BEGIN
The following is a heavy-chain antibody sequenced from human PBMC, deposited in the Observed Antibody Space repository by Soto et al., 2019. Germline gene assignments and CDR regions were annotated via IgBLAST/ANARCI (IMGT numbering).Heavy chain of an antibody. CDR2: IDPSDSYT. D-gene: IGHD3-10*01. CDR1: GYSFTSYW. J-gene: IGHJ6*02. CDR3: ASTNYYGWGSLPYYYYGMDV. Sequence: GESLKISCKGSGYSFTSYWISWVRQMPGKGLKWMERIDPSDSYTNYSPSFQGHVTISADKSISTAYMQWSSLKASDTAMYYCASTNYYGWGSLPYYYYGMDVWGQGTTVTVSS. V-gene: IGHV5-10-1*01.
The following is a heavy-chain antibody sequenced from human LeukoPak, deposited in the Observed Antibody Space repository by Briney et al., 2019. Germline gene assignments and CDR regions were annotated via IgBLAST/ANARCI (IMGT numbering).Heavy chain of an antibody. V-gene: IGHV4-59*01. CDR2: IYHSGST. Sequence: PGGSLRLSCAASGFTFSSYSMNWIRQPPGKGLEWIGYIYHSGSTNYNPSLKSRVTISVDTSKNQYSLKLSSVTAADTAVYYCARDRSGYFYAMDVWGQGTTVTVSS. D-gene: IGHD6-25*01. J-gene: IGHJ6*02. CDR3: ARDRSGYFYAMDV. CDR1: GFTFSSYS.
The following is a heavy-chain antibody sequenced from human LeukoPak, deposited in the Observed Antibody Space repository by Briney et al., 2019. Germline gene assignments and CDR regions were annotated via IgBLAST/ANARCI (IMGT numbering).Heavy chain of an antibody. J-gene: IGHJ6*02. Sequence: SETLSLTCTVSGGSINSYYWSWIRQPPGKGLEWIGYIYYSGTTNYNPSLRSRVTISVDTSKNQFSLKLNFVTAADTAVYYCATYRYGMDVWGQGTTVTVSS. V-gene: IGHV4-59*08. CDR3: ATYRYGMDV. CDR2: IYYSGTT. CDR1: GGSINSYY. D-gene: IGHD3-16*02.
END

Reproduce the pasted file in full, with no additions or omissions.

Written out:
The following is a heavy-chain antibody sequenced from human PBMC, deposited in the Observed Antibody Space repository by Soto et al., 2019. Germline gene assignments and CDR regions were annotated via IgBLAST/ANARCI (IMGT numbering).Heavy chain of an antibody. CDR2: IDPSDSYT. D-gene: IGHD3-10*01. CDR1: GYSFTSYW. J-gene: IGHJ6*02. CDR3: ASTNYYGWGSLPYYYYGMDV. Sequence: GESLKISCKGSGYSFTSYWISWVRQMPGKGLKWMERIDPSDSYTNYSPSFQGHVTISADKSISTAYMQWSSLKASDTAMYYCASTNYYGWGSLPYYYYGMDVWGQGTTVTVSS. V-gene: IGHV5-10-1*01.
The following is a heavy-chain antibody sequenced from human LeukoPak, deposited in the Observed Antibody Space repository by Briney et al., 2019. Germline gene assignments and CDR regions were annotated via IgBLAST/ANARCI (IMGT numbering).Heavy chain of an antibody. V-gene: IGHV4-59*01. CDR2: IYHSGST. Sequence: PGGSLRLSCAASGFTFSSYSMNWIRQPPGKGLEWIGYIYHSGSTNYNPSLKSRVTISVDTSKNQYSLKLSSVTAADTAVYYCARDRSGYFYAMDVWGQGTTVTVSS. D-gene: IGHD6-25*01. J-gene: IGHJ6*02. CDR3: ARDRSGYFYAMDV. CDR1: GFTFSSYS.
The following is a heavy-chain antibody sequenced from human LeukoPak, deposited in the Observed Antibody Space repository by Briney et al., 2019. Germline gene assignments and CDR regions were annotated via IgBLAST/ANARCI (IMGT numbering).Heavy chain of an antibody. J-gene: IGHJ6*02. Sequence: SETLSLTCTVSGGSINSYYWSWIRQPPGKGLEWIGYIYYSGTTNYNPSLRSRVTISVDTSKNQFSLKLNFVTAADTAVYYCATYRYGMDVWGQGTTVTVSS. V-gene: IGHV4-59*08. CDR3: ATYRYGMDV. CDR2: IYYSGTT. CDR1: GGSINSYY. D-gene: IGHD3-16*02.